The implants could also monitor toxins in the body in real time, providing long-term health data — either warning you to take your heart meds or even administering the meds themselves.
The technology, reported in the journal Nature Photonics, consists of transparent polymer implants. Each implant has genetically modified cells in it that activate in response to light. The cells can be programmed to release chemicals.
Myunghwan Choi and Seok Yun led a joint Harvard University and University of Toronto team to build a set of implants made of hydrogel, a polymer material that is compatible with tissue. Each hydrogel implant was 4 millimeters by 40 millimeters, and only a millimeter thick. The patches were loaded up with cells engineered to respond to light.
Choi and Yun demonstrated the implants in two ways. In one experiment they used them to deliver insulin, and in another they were toxin detectors.
The insulin system was used on diabetic mice. The scientists sent blue light through an optical fiber to the implant, inducing the cells in the implant to make a protein that stimulates insulin production.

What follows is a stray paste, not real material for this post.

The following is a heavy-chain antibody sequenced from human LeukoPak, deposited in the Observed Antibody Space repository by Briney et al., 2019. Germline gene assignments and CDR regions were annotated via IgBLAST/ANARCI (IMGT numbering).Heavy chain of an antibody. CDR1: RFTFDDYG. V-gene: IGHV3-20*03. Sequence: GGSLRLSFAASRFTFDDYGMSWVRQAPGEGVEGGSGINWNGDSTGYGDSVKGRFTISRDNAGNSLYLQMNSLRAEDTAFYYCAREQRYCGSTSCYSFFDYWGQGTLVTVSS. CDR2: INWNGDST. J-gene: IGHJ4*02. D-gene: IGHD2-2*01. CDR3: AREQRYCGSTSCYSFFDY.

For the toxin detection, the engineered cells emitted green light in the presence of heavy metals. By measuring the light levels from the implant, they could see how much heavy metal was present.
There is still work to be done before it gets to local clinics. First, the cells have to be taken from the host — otherwise there is the risk of immune reactions. Also, the transmission of light through the hydrogel has to be extended — humans are bigger than mice. Third, it will take time to discover how porous the hydrogels should be in order to best deliver the kinds of drugs necessary.
If that happens, one day our bodies could be networked as much as our devices.
Photo: An insulin pen could become a thing of the past with new med-delivering implant tech. Credit: iStockPhoto